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Suppliers Soothe Industry Fears About Inventory

BY JULIE ROGERS

 

Many Chinese-Made Products Stocked in US Warehouses

(February 2020) Suppliers have an important message for awards and personalization retailers who are worried about coronavirus’s potential effect on their businesses: “Don’t worry. I’ll be able to cover your demand. There will be no problem.”

Those are the words Marcel Bizier, president and CEO of Marco Awards Group, told dozens of retailers who approached him on the expo floor at the International Awards & Personalization Expo with concerns about whether the epidemic would affect product delivery.

It’s true that the virus has shut down some Chinese factories—and left others understaffed—but big-name suppliers like Marco, PDU CAT, and JDS Industries expect to deliver retailer orders as always, even during busy season.

COVID-19 EPIDEMIC

COVID-19, the disease caused by coronavirus SARS-CoV-2, emerged in late December but wasn’t identified as a new strain of coronavirus until early January. Its outbreak was linked to a seafood market in Wuhan, the capital of the Hubei province in central China.

As of February 26, there were more than 81,000 confirmed cases of COVID-19 globally and 2,762 deaths caused by the virus.

Travelers have taken the virus to 37 additional countries, with nearly 3,000 cases outside of China. quarantines have slowed the reach of the disease. Just 44 of those COVID-19 patients outside of China have died.

Coronavirus’s devastating effects will be felt throughout the world. China is the world leader in gross value of industrial output. As of 2018, China’s exports were valued at $2.5 trillion, making it the number one exporter of goods based on dollar value. The United States was a distant second, exporting goods worth approximately $1.5 trillion.

That $2.5 trillion worth of goods are made in factories all over China, but coronavirus closed many factories and left others understaffed due to quarantines. Consumers will eventually start to feel the pinch as expected Chinese-made goods aren’t available. Other countries that could step in to manufacture some of these goods could be hit hard by coronavirus as well in the coming weeks.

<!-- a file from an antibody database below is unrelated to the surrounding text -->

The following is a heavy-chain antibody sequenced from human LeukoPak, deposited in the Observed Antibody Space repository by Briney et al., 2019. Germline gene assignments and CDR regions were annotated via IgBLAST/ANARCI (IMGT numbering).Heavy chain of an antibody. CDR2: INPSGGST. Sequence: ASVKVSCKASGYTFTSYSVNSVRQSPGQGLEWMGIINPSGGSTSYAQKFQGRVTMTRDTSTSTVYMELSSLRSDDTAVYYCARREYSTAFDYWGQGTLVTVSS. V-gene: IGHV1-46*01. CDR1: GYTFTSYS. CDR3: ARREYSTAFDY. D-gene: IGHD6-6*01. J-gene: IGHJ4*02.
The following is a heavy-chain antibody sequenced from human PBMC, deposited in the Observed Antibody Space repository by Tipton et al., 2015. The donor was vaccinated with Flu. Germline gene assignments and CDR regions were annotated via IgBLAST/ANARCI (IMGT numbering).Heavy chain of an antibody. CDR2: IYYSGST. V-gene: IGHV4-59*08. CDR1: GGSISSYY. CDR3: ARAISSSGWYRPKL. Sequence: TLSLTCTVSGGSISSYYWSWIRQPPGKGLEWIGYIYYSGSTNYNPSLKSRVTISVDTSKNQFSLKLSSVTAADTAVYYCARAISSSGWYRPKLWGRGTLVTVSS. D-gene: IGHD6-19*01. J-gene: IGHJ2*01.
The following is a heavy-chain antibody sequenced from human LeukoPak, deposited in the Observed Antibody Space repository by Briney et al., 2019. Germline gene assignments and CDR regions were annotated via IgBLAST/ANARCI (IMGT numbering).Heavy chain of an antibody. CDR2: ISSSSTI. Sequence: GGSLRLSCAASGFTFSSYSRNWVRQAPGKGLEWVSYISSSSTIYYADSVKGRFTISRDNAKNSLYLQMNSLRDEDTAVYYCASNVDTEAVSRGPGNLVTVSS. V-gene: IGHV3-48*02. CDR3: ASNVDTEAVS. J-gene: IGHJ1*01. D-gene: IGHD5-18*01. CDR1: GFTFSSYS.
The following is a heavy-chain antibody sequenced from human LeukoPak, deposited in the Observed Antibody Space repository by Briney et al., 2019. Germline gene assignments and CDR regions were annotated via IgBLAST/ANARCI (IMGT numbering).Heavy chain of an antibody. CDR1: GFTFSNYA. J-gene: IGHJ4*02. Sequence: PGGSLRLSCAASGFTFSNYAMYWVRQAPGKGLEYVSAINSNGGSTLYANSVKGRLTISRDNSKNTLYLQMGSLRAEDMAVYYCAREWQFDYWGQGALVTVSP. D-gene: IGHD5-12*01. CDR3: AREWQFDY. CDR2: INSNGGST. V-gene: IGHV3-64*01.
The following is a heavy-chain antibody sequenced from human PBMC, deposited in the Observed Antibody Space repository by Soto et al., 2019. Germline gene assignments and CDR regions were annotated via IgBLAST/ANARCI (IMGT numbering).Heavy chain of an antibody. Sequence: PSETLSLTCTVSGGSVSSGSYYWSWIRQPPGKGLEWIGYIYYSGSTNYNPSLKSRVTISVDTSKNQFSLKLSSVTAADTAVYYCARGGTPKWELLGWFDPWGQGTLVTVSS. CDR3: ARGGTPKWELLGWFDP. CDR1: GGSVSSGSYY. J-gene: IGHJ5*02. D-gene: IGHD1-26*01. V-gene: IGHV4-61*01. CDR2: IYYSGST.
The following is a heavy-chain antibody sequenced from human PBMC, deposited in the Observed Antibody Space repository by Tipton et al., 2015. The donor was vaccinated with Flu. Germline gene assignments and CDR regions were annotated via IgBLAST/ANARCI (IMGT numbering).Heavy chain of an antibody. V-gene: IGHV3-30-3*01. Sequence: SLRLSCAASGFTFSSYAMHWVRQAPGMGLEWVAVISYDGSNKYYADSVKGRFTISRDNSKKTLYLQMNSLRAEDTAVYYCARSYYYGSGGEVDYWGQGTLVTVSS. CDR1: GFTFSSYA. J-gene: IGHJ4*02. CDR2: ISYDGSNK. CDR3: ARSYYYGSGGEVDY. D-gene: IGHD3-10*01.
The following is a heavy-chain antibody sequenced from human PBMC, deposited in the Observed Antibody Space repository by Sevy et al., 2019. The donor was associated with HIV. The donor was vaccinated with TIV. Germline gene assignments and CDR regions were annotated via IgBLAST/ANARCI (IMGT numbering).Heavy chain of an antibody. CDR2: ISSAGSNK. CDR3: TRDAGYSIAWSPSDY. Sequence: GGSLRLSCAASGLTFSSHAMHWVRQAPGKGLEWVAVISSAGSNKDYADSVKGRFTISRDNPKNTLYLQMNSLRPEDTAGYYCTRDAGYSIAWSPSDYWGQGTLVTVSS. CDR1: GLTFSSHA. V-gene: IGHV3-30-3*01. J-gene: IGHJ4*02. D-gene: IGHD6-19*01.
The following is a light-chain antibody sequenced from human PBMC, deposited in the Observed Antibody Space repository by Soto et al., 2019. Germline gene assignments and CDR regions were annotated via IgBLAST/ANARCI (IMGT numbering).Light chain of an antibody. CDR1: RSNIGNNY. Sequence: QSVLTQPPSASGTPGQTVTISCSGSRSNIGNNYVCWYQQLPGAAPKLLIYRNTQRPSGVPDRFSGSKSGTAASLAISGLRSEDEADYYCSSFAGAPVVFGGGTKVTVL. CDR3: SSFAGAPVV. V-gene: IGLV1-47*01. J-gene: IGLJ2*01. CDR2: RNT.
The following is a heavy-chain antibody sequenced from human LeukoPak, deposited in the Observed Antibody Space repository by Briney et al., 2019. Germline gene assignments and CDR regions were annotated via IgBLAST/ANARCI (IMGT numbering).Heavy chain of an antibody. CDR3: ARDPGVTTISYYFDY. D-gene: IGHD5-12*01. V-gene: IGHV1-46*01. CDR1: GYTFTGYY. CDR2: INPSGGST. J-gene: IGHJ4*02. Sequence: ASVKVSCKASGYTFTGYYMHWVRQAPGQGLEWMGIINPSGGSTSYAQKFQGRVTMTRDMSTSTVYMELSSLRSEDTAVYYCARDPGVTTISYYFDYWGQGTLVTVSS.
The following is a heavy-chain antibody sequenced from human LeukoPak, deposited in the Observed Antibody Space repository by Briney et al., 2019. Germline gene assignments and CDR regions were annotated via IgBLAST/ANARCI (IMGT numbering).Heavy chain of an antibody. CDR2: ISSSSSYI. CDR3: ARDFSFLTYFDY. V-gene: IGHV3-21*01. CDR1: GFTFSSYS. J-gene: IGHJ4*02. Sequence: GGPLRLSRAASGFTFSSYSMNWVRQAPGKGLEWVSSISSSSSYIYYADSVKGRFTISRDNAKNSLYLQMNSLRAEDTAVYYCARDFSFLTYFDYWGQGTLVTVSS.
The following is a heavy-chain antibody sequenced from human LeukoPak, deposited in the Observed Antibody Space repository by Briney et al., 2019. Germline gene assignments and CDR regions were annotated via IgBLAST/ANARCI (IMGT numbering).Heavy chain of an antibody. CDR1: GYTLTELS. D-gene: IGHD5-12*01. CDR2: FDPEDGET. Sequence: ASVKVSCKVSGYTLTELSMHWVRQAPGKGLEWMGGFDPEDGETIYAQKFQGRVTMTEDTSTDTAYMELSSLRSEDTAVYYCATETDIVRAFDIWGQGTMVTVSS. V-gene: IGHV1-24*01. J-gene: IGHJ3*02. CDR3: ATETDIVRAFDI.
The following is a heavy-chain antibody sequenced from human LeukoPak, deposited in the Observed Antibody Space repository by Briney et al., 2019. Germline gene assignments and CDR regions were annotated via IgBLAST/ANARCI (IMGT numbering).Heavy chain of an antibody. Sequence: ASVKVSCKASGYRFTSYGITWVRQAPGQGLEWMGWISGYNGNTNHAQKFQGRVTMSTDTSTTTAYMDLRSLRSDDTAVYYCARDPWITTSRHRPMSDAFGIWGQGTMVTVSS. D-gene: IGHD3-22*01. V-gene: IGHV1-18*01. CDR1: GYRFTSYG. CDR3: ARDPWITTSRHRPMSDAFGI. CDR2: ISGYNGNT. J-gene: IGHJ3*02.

However, a few factors have helped insulate our industry’s retailers, ensuring they won’t be left high and dry when filling stock orders now and in busy season.

GOOD TIMING

If there had to be an outbreak in China, the timing couldn’t have been better for our suppliers and retailers.

“The time of year this happened is actually good for our industry,” said Scott Sletten, president of supplier JDS Industries.

The virus emerged just before Chinese New Year. Also known as Spring Festival, the Chinese New Year is an important holiday, with workers in mainland China having a full week off work. In practice, this observation often shutters factories for longer than a week as workers leave factory dorms to travel home to celebrate.

Industry suppliers know that factories will shut down for the new year celebration, and “we get everything we can out of our factories before their new year,” Sletten said. “We expected a 3–4-week lull, so a few more weeks has a limited impact.”

Bizier, of Marco Awards Group, expects a difference in delivery of products of “2 weeks at most. Under normal conditions, without the virus, we would have 2 weeks without delivery due to the holiday.” He expects coronavirus to lengthen that delay by another 2 weeks, which is not a significant concern.

The timing of the outbreak was fortunate for PDU CAT, as well. “We dodged a bullet on accident, and we’re very pleased that we did,” said President Derrick Calcote.

“We wanted to make sure we were well stocked for the busy season. Generally, we had bad experiences with production around Chinese New Year anyway. It always seems to last longer than they say,” Calcote explained. This year, Calcote took a different approach, telling the factories that PDU CAT needed everything to be produced and shipped before work shut down for Chinese New Year. It worked, and nearly everything PDU CAT needed stocked for busy season had already arrived before this outbreak became an issue.